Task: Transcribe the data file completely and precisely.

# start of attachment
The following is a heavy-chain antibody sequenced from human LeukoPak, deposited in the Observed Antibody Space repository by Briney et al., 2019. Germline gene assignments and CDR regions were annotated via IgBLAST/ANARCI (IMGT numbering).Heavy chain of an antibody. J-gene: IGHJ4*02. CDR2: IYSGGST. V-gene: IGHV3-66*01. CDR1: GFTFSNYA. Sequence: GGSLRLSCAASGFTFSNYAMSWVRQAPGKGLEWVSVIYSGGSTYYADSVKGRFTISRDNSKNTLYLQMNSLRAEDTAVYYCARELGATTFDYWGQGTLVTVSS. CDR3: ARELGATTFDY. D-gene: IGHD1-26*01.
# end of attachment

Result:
The following is a heavy-chain antibody sequenced from human LeukoPak, deposited in the Observed Antibody Space repository by Briney et al., 2019. Germline gene assignments and CDR regions were annotated via IgBLAST/ANARCI (IMGT numbering).Heavy chain of an antibody. J-gene: IGHJ4*02. CDR2: IYSGGST. V-gene: IGHV3-66*01. CDR1: GFTFSNYA. Sequence: GGSLRLSCAASGFTFSNYAMSWVRQAPGKGLEWVSVIYSGGSTYYADSVKGRFTISRDNSKNTLYLQMNSLRAEDTAVYYCARELGATTFDYWGQGTLVTVSS. CDR3: ARELGATTFDY. D-gene: IGHD1-26*01.